Thursday, July 30, 2009

If Americans cannot find a place on a map, does it matter?

"If Americans cannot find a place on a map, does it matter?" That is the question The American Conservative asks as it links to Juan Cole's piece on why the United States should not care about Afghanistan and Pakistan's woes. He sees them as "the tribal struggle for control of obscure villages in the foothills of the Himalayas."

Catholicgauze retorts that the above is a stupid question. According to My Wonderful World, only 37% of American teens can find Iraq on a map. Meanwhile only 19% only have a map. (And only half can find New York on an American map!)

Besides that point there is real geopolitics that matters in the Stans. The Taliban were a product of an ever enlarging world connectivity. The student movement was first aided by the transport mafia who wanted to freely trade within an Afghanistan lacking warlord tolls. Next Pakistan backed the Taliban to be the advanced guard of a Pashtun-style Islamic movement. Finally, the Taliban began to affect the United States and the first first with opium (which they at first profited from before banning), then oil pipelines meant to bypass Russia, and finally terrorism.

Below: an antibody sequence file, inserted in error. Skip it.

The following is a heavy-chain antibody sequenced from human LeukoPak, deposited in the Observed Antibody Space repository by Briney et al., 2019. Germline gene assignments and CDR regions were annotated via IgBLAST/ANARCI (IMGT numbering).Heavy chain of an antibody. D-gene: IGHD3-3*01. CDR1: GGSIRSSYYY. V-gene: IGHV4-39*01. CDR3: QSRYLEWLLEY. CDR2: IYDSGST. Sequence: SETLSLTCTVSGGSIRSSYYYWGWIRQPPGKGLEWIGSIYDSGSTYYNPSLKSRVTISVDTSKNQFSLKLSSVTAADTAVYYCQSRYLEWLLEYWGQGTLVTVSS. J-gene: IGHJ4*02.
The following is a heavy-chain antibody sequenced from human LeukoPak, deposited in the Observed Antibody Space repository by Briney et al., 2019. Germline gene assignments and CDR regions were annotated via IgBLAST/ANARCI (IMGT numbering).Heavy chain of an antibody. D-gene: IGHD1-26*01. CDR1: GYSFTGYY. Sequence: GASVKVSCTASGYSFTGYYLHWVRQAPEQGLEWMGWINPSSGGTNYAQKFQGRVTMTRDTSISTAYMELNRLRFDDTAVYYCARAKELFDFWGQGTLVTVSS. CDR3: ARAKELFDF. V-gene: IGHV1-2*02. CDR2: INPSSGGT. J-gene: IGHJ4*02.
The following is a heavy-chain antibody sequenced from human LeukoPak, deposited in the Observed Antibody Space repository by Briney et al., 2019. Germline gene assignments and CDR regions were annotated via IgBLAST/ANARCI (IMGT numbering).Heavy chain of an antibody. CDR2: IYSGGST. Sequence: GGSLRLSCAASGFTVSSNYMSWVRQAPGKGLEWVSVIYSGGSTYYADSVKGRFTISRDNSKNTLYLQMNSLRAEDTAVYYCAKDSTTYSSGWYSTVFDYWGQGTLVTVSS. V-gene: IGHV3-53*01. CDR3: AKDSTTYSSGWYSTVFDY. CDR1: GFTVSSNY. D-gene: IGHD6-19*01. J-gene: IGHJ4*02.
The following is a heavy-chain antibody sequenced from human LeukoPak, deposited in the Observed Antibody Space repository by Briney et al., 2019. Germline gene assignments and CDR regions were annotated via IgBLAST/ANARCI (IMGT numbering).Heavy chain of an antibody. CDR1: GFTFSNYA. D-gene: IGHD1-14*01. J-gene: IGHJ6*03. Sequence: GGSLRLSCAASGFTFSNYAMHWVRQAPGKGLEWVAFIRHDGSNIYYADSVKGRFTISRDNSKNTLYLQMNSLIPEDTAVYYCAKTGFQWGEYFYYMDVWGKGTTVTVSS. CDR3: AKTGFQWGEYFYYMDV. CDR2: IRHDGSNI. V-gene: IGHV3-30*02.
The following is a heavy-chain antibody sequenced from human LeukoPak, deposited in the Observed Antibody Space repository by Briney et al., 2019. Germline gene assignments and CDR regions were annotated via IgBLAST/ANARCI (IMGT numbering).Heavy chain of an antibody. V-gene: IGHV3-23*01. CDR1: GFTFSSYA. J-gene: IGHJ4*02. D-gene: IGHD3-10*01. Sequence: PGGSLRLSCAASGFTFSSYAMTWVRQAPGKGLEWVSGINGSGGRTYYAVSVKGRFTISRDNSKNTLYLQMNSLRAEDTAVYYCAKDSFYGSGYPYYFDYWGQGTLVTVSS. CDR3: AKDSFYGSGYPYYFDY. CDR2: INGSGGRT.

In the globalized, connected world countries have interests beyond their own borders. This is not to justify imperialism or any military expedition. However, in a connected yet fragile world people must realize that if a tribe launches raids against the government-owned pipeline then the price of oil goes up followed by gas prices and the web is finalized with an increase in food for not just us but also people barely getting by around the world.

Instead of saying "it does not matter we cannot find it on a map" we should be teaching ourselves and others to grab a map, find it, and figure out the spatial relationships.

1 comment:

Darren said...

Hear, Hear!